... that's how many accidents occur. continue What Is Alcoholism? What can be confusing about alcohol is that ... develop a problem with it. Sometimes, that's called alcoholism (say: al-kuh-HOL - ism) or being an ...

  10. Alcohol

    Science.gov (United States)

    If you are like many Americans, you drink alcohol at least occasionally. For many people, moderate drinking ... risky. Heavy drinking can lead to alcoholism and alcohol abuse, as well as injuries, liver disease, heart ...

  11. Ethanol metabolism, oxidative stress, and endoplasmic reticulum stress responses in the lungs of hepatic alcohol dehydrogenase deficient deer mice after chronic ethanol feeding

    Energy Technology Data Exchange (ETDEWEB)

    Kaphalia, Lata [Department of Internal Medicine, The University of Texas Medical Branch, Galveston, TX 775555 (United States); Boroumand, Nahal [Department of Pathology, The University of Texas Medical Branch, Galveston, TX 775555 (United States); Hyunsu, Ju [Department of Preventive Medicine and Community Health, The University of Texas Medical Branch, Galveston, TX 775555 (United States); Kaphalia, Bhupendra S., E-mail: bkaphali@utmb.edu [Department of Pathology, The University of Texas Medical Branch, Galveston, TX 775555 (United States); Calhoun, William J. [Department of Internal Medicine, The University of Texas Medical Branch, Galveston, TX 775555 (United States)

    2014-06-01

    Consumption and over-consumption of alcoholic beverages are well-recognized contributors to a variety of pulmonary disorders, even in the absence of intoxication. The mechanisms by which alcohol (ethanol) may produce disease include oxidative stress and prolonged endoplasmic reticulum (ER) stress. Many aspects of these processes remain incompletely understood due to a lack of a suitable animal model. Chronic alcohol over-consumption reduces hepatic alcohol dehydrogenase (ADH), the principal canonical metabolic pathway of ethanol oxidation. We therefore modeled this situation using hepatic ADH-deficient deer mice fed 3.5% ethanol daily for 3 months. Blood ethanol concentration was 180 mg% in ethanol fed mice, compared to < 1.0% in the controls. Acetaldehyde (oxidative metabolite of ethanol) was minimally, but significantly increased in ethanol-fed vs. pair-fed control mice. Total fatty acid ethyl esters (FAEEs, nonoxidative metabolites of ethanol) were 47.6 μg/g in the lungs of ethanol-fed mice as compared to 1.5 μg/g in pair-fed controls. Histological and immunohistological evaluation showed perivascular and peribronchiolar lymphocytic infiltration, and significant oxidative injury, in the lungs of ethanol-fed mice compared to pair-fed controls. Several fold increases for cytochrome P450 2E1, caspase 8 and caspase 3 found in the lungs of ethanol-fed mice as compared to pair-fed controls suggest role of oxidative stress in ethanol-induced lung injury. ER stress and unfolded protein response signaling were also significantly increased in the lungs of ethanol-fed mice. Surprisingly, no significant activation of inositol-requiring enzyme-1α and spliced XBP1 was observed indicating a lack of activation of corrective mechanisms to reinstate ER homeostasis. The data suggest that oxidative stress and prolonged ER stress, coupled with formation and accumulation of cytotoxic FAEEs may contribute to the pathogenesis of alcoholic lung disease. - Highlights: • Chronic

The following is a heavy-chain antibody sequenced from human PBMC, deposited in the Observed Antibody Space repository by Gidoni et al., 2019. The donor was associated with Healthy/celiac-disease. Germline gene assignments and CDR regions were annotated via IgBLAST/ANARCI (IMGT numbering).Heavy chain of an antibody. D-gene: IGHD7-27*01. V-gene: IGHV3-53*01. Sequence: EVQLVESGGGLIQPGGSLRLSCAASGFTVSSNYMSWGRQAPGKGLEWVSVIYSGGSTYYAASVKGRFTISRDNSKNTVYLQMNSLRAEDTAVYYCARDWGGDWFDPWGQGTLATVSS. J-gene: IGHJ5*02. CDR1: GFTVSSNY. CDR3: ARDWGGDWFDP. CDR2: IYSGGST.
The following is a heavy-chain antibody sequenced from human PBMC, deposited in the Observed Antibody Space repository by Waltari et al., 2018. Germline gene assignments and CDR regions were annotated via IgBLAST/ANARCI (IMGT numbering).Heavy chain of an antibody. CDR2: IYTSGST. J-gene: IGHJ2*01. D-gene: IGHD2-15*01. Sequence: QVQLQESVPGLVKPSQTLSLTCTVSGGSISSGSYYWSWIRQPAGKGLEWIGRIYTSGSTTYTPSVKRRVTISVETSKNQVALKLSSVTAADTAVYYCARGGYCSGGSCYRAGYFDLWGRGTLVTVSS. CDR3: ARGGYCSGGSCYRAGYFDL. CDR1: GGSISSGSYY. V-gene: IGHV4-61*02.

12. Relationship between genetic polymorphisms of alcohol and aldehyde dehydrogenases and esophageal squamous cell carcinoma risk in males

    Institute of Scientific and Technical Information of China (English)

    Chia-Fang Wu; Deng-Chyang Wu; Hon-Ki Hsu; Ein-Long Kao; Jang-Ming Lee; Cheng-Chieh Lin; Ming-Tsang Wu

    2005-01-01

    AIM: To investigate the association between the genetic polymorphisms of ADH2 and ALDH2, lifetime alcohol consumption and esophageal cancer risk in the Taiwanese men.METHODS: Between August 2000 and June 2003, 134 pathologically-proven esophageal squamous cell carcinoma male patients and 237 male controls were recruited from Kaohsiung Medical University Hospital and Kaohsiung Veterans General Hospital in southern Taiwan.ADH2 and ALDH2 polymorphisms were genotyped using PCR-RFLP.RESULTS: Compared to those with ADH2*2/*2,individuals with ADH2*1/*2 and ADH2*1/*1 had 2.28-and 7.14-fold, respectively, increased risk of developing esophageal cancer (95%CI = 1.11-4.68 and 2.76-18.46)after adjusting for alcohol consumption and other covariates. The significant increased risk was also noted among subjects with ALDH2*1/*2 (adjusted OR (AOR)= 5.25, 95%CI = 2.47-11.19), when compared to those with ALDH2*1/*1. The increased risk of esophageal cancer was made greater, when subjects carried both ADH2*1/*1 and ALDH2*1/*2, compared to those with ADH2*1/*2 or ADH2*2/*2 and ALDH2*1/*1 (AOR = 36.79,95%CI = 9.36-144.65). Furthermore, we found a multiplicative effect of lifetime alcoholic consumption and genotypes (ADH2 and ALDH2) on esophageal cancer risk.CONCLUSION: Our findings suggest that polymorphisms of ADH2 and ALDH2 can modify the influence of alcoholic consumption on esophageal cancer risk.

  13. Molecular cloning and characterization of two inducible NAD⁺-adh genes encoding NAD⁺-dependent alcohol dehydrogenases from Acetobacter pasteurianus SKU1108.

    Science.gov (United States)

    Masud, Uraiwan; Matsushita, Kazunobu; Theeragool, Gunjana

    2011-11-01